Euro 2020 Special

England Break Test Records Against Pakistan

The style of test cricket that has become known as “Bazball” made its debut in Pakistan on the first day of their first test against England in Rawalpindi. And it was the host nation which was on the wrong end of it, as England set a bunch of new records in the course of it.

Already, Pakistan hopes of getting the win that would keep alive their hopes of reaching the World Test Championship at the Oval next June would appear to be in tatters, and saving the game may now, already, be the height of their ambitions.


England team sickness

The England performance was all the more remarkable, given the sickness that had raged through the travelling party on the eve of the match. A number of players missed training and were confined to bed after picking up a mystery bug and, at one stage, there were concerns that the start of the match may have to be put back by a day, a potential disappointment for the crowd who were looking forward to seeing England in test action after a 17 year absence.

It was only on the morning of the match itself that the decision was taken to go ahead as planned.


Winning the toss

However, having been cleared to play, England won the toss and chose to bat first. Prior to the match, coach Brendon McCullum had said that his team would continue to attack and play entertaining cricket and they were prepared to lose a few matches rather than compromise on those principles.

The groundsmen in Rawalpindi may have inadvertently played into England’s hands by preparing a pitch that favoured batting, but, even though the conditions were favourable, they still had to be exploited.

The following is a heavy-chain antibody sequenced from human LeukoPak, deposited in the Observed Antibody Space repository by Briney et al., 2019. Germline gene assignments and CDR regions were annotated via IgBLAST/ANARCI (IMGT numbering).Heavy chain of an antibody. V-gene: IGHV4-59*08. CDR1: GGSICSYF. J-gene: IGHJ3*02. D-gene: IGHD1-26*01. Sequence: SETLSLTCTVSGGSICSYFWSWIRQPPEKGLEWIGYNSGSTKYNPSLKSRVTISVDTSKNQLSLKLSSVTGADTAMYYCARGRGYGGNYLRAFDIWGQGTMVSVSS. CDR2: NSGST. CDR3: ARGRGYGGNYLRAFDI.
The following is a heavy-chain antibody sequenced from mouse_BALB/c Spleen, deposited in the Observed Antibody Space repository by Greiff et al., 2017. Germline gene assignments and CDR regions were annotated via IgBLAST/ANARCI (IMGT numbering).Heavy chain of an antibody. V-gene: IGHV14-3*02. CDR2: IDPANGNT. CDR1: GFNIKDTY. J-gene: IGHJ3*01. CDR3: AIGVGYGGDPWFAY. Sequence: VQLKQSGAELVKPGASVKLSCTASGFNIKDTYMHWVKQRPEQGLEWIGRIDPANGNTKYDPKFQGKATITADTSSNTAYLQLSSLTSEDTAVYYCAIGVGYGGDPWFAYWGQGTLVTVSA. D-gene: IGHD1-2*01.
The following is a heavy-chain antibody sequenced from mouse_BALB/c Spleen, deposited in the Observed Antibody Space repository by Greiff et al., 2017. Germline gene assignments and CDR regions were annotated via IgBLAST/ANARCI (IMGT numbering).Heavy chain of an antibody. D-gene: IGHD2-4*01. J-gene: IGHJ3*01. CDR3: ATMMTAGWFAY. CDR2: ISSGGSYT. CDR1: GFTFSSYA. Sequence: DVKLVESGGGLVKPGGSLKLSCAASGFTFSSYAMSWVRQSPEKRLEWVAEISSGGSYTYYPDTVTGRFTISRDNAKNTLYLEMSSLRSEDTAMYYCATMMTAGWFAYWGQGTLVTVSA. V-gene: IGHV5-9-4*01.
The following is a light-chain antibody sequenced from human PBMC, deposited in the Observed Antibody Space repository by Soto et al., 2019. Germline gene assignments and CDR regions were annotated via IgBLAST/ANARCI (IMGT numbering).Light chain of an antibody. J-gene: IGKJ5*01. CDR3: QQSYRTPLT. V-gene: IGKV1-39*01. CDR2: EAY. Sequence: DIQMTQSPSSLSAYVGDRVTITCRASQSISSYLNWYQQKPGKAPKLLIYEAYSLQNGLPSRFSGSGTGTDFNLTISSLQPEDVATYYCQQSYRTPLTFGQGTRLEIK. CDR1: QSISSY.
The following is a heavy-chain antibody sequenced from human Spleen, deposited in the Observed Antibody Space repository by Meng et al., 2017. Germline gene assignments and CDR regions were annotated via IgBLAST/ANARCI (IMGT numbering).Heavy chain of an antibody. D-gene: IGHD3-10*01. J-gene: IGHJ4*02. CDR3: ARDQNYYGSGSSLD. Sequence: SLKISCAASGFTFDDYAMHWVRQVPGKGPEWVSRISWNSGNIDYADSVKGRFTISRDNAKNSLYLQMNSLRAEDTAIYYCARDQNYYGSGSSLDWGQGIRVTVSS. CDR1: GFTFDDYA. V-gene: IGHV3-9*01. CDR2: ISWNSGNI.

Keeping their promise

His team were true to their word and attacked the Pakistan bowling almost from the first ball.

Zak Crawley set the tone, making the fastest test century by an England player, before he was eventually out for 122 off 86 balls.

He shared an opening stand of 233 with Ben Duckett, making his first test appearance in six years, who made his own century, before he was the first man dismissed for 107.

The break-up of their partnership brought no respite for the Pakistan bowlers, however. Ollie Pope came in and he would go on to become England’s third centurion of the day, before he was dismissed for 208.

Joe Root has been one of England’s most consistent test performers in recent years, but he was the one man to miss out, comparatively, on the run fest, out for just 23.

There was no respite for the home team. Harry Brook, playing in his second test, made his debut century at this level; and just missed out on scoring the fastest ever century by an England player. Brook hit six fours off one over bowled by Saud Shakeel.

He was 101 not out at the stumps, whilst, ominously for the home side, his captain Ben Stokes was undefeated on 34 at the other end, scored off just 15 balls.


Records tumble

By the close of play, England were 506/4, setting a new record for the runs scored on the first day of a test match. That was scored off just 75 overs, at more than a run a ball, which is the fastest time it has taken any team to reach 500 in a test match.

Statistics later recorded that England had attacked 64% of the balls they faced during the day. Since this metric was first measured back in 2006, which was the highest attacking shot percentage of any team in test cricket.

It also compares favourably with England’s statistics in ODI and T20I cricket – 49% of balls attacked in ODIs and 65% in T20Is.

It was also the first time in the history of test cricket that one team had contained four individual centurions, and it equalled the previous England records for hundreds in one innings.


Does “Bazball” work?

This was the first time that England had played an overseas test since the McCullum-Stokes partnership signalled a new era for England in test cricket, and there had been plenty of questions beforehand how the approach would survive the transition into overseas conditions.

Although the sample size is still very small, the evidence suggests that it will flourish just fine overseas.

It may be setting a new blueprint for how test cricket should be played.




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